It seems to me that the body shame in the book is exclusively female. The male character, C, seems very at ease with himself – except for his porn addiction. Was that your intention?
There are probably more similarities between the female and male world of beauty than we might see at first. I think that the female way of dealing with body insecurities is more open and direct, whereas men absorb and internalize these concerns. Men also worry about their weight or their body hair but are trained to reflect on it less, and are definitely trained to keep that type of anxiety contained. Maybe a man’s body also has fewer problem areas than a woman’s – at least in public perception. Our eyes are drawn toward areas that we’ve been taught can betray us, and the female body is a minefield.
C’s fixation on porn is striking because it highlights a pressure that many men feel: to be a true stallion that can satisfy all the women. His fixation is also superficial but on a different level.
When they select men for porn movies, it is less often about types and more often about performance. Women have to fit a certain type or role, they determine the genre of the film. Both are being objectified but in different ways. I wanted to include porn in the book because it does so much nowadays to shape how we perceive the act of sex. With porn, you are transported to this virtual place where you can be anyone in any given scene. It is like a scaffolding for your own fantasies. You even have the luxury of getting bored. In reality, you are more restricted and under pressure. The pleasure from having actual sex with a physical body and the pleasure derived from the limitless, virtual world of porn are profoundly different and yet very linked. It’s maybe similar to comparing books and e-readers.
C takes fantasy – in the form of porn – and tries to put it onto reality by making it part of his relationship with A. He thereby glorifies it because in contrast to the real world, the virtual porn world is a place where no desire is rejected. It is the ideal world of fulfilled desires.
I understand that it is controversial to glorify porn because it is loaded with problems and hidden power structures. Accepting or even liking porn is surely a minority standpoint and as a writer that is interesting to me. I don’t want to focus on how deadening or flattening porn can be, I want to explore why we like it, because it is hyperreal. I think of it as a technologically enhanced imagination space, that helps you expand your fantasies. But as I write in the book, it can also have a very distancing effect. There is a very subjective mixture of fantasies and you might not occupy the same fantasy as the person you are physically engaged with. The situations in the book are designed to show A sharing the same experience with other people but highlighting her discomfort with it. She is maladapted to C’s porn obsession.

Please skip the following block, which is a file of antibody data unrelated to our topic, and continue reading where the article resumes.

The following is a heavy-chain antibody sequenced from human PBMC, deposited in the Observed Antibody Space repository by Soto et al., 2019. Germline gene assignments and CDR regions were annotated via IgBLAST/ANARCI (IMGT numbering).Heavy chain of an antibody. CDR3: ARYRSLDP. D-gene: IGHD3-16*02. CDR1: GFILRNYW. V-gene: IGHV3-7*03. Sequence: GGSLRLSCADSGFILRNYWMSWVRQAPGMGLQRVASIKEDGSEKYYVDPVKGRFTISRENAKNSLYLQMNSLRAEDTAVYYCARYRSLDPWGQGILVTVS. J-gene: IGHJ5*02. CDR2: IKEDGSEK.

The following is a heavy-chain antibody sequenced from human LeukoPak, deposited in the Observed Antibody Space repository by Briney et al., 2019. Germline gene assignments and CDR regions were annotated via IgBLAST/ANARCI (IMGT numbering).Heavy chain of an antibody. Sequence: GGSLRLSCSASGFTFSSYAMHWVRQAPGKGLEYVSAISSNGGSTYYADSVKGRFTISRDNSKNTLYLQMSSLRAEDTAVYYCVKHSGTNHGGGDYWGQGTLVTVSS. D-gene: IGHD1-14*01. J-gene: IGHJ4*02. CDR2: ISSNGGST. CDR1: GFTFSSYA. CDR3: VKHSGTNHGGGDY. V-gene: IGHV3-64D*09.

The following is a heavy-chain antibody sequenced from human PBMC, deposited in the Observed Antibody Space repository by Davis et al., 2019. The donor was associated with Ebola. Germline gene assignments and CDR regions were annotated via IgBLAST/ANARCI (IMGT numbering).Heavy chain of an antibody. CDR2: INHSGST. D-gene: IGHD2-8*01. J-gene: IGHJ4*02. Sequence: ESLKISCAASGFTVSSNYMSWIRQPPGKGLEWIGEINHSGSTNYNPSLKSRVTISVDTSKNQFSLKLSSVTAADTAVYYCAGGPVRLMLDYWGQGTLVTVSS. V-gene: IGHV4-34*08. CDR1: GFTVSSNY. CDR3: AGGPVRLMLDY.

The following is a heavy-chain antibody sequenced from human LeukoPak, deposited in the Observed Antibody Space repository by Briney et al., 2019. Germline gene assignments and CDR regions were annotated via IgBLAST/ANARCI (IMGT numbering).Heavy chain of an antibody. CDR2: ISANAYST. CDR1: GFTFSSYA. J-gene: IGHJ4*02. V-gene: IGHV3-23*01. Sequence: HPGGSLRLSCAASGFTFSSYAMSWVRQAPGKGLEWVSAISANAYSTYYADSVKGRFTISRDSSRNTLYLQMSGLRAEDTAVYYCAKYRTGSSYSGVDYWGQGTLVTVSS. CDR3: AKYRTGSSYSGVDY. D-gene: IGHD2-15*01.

“Food now exists for aesthetic pleasure”

One of the sentences that stayed with me after finishing the book is when A says that the female body never truly belongs to the woman. Do you feel that way?
I really feel that to be true, but at the same time I want to assure you that I am happy with myself. It is a problem that has been of interest to me for a long time and especially while working on this book. Being female in public, is an invitation for other people to comment on your looks and behaviour. Your body is unavoidably open to engagement from others who expect you to also engage with them.
Especially with the main character called A, it is easy to draw the conclusion that a lot from the book is autobiographical. The writer Chris Kraus once claimed that as a woman, it is almost impossible to be a-personal and that everything you do is understood to reflect your own experience. Do you feel that too?
I can relate to that, yes. But to write autobiographically, to mirror myself in this way, I’d need to know more about myself than I currently do. Because many events in the book seem out of this world, it should be clear, that this is a fictional account. A is constructed from many feelings and fears that I have, but she is not me. In some ways she exhibits the raw version of fears that I’ve trained myself to metabolize, fears that society defuses. It’s true that most foods were once living flesh—animal or plant matter. At the same time, it’s not useful to society or useful for an individual to keep this fact alive in your day-to-day reality. With A, I wanted to explore life in the modern world without the desensitizing calluses and coping mechanisms I’ve developed.